EU, New Zealand launch free trade talks

New Zealand premier John Key [US Embassy New Zealand/Flickr]

New Zealand and the European Union launched free trade talks on Thursday (29 October) that would give the small farming nation open access to Europe’s 500 million consumers.

The move was announced during a visit to Brussels by New Zealand Prime Minister John Key, where he met European Commission President Jean-Claude Juncker and European Council President Donald Tusk.

>>Read: EU urged to launch trade talks with TPP countries, starting with New Zealand

“Today we committed to start the process for negotiations to achieve swiftly a deep and comprehensive high-quality Free Trade Agreement,” the three leaders said in a joint statement.

“Discussions to define the scope and overall approach to the negotiations should start as soon as possible,” they said.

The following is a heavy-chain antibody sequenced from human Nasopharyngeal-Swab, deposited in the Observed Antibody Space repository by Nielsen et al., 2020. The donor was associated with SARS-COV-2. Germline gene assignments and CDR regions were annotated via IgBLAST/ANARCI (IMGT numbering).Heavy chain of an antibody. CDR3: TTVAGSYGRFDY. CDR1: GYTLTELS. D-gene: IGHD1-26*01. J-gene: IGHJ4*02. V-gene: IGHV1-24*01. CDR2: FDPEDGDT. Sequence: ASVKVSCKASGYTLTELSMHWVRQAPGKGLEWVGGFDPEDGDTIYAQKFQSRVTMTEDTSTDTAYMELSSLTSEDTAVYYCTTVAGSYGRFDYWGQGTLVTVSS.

In 2014, New Zealand placed 51 on the list of the EU’s most important trading partners. The EU stood as New Zealand’s third largest trading partner, after Australia and China, as New Zealand focuses increasingly on Asia.

>>Read: New Zealand, the unexpected trade partner for the EU

Total trade in goods between the EU and New Zealand was 7.9 billion euros ($8.67 billion) in 2014, according to the European Commission. The EU is New Zealand’s third largest trading partner after Australia and China.

Earlier this month, New Zealand signed the 12-nation Trans-Pacific Partnership (TPP) after years of talks giving New Zealand potential access to a market of more than 800 million customers in the Asia-Pacific region.

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